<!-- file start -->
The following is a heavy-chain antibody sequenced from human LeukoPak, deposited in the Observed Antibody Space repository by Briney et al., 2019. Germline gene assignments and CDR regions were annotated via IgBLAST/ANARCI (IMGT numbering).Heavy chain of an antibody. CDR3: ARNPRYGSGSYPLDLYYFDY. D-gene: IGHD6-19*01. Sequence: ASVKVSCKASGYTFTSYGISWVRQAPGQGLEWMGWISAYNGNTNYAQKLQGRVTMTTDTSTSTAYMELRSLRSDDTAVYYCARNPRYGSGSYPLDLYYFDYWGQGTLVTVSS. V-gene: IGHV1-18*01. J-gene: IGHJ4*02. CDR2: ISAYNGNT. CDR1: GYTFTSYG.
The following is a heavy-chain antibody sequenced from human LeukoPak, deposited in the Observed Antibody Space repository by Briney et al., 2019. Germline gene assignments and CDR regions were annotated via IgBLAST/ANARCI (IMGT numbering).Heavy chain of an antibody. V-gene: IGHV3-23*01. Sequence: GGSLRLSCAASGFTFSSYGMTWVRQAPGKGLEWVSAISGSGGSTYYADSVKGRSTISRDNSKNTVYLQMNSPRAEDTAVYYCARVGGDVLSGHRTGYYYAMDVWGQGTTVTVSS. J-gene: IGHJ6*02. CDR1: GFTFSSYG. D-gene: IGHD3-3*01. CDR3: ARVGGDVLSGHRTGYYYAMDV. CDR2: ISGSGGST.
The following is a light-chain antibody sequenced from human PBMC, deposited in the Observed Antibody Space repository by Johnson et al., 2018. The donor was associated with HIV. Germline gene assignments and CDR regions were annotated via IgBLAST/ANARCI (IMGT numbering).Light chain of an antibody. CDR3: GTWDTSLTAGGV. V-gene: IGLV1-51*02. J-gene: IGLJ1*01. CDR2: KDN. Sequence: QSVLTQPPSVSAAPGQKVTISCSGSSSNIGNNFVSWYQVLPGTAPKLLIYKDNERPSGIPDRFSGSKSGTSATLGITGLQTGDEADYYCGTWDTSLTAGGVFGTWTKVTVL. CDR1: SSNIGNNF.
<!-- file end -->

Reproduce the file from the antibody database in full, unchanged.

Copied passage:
The following is a heavy-chain antibody sequenced from human LeukoPak, deposited in the Observed Antibody Space repository by Briney et al., 2019. Germline gene assignments and CDR regions were annotated via IgBLAST/ANARCI (IMGT numbering).Heavy chain of an antibody. CDR3: ARNPRYGSGSYPLDLYYFDY. D-gene: IGHD6-19*01. Sequence: ASVKVSCKASGYTFTSYGISWVRQAPGQGLEWMGWISAYNGNTNYAQKLQGRVTMTTDTSTSTAYMELRSLRSDDTAVYYCARNPRYGSGSYPLDLYYFDYWGQGTLVTVSS. V-gene: IGHV1-18*01. J-gene: IGHJ4*02. CDR2: ISAYNGNT. CDR1: GYTFTSYG.
The following is a heavy-chain antibody sequenced from human LeukoPak, deposited in the Observed Antibody Space repository by Briney et al., 2019. Germline gene assignments and CDR regions were annotated via IgBLAST/ANARCI (IMGT numbering).Heavy chain of an antibody. V-gene: IGHV3-23*01. Sequence: GGSLRLSCAASGFTFSSYGMTWVRQAPGKGLEWVSAISGSGGSTYYADSVKGRSTISRDNSKNTVYLQMNSPRAEDTAVYYCARVGGDVLSGHRTGYYYAMDVWGQGTTVTVSS. J-gene: IGHJ6*02. CDR1: GFTFSSYG. D-gene: IGHD3-3*01. CDR3: ARVGGDVLSGHRTGYYYAMDV. CDR2: ISGSGGST.
The following is a light-chain antibody sequenced from human PBMC, deposited in the Observed Antibody Space repository by Johnson et al., 2018. The donor was associated with HIV. Germline gene assignments and CDR regions were annotated via IgBLAST/ANARCI (IMGT numbering).Light chain of an antibody. CDR3: GTWDTSLTAGGV. V-gene: IGLV1-51*02. J-gene: IGLJ1*01. CDR2: KDN. Sequence: QSVLTQPPSVSAAPGQKVTISCSGSSSNIGNNFVSWYQVLPGTAPKLLIYKDNERPSGIPDRFSGSKSGTSATLGITGLQTGDEADYYCGTWDTSLTAGGVFGTWTKVTVL. CDR1: SSNIGNNF.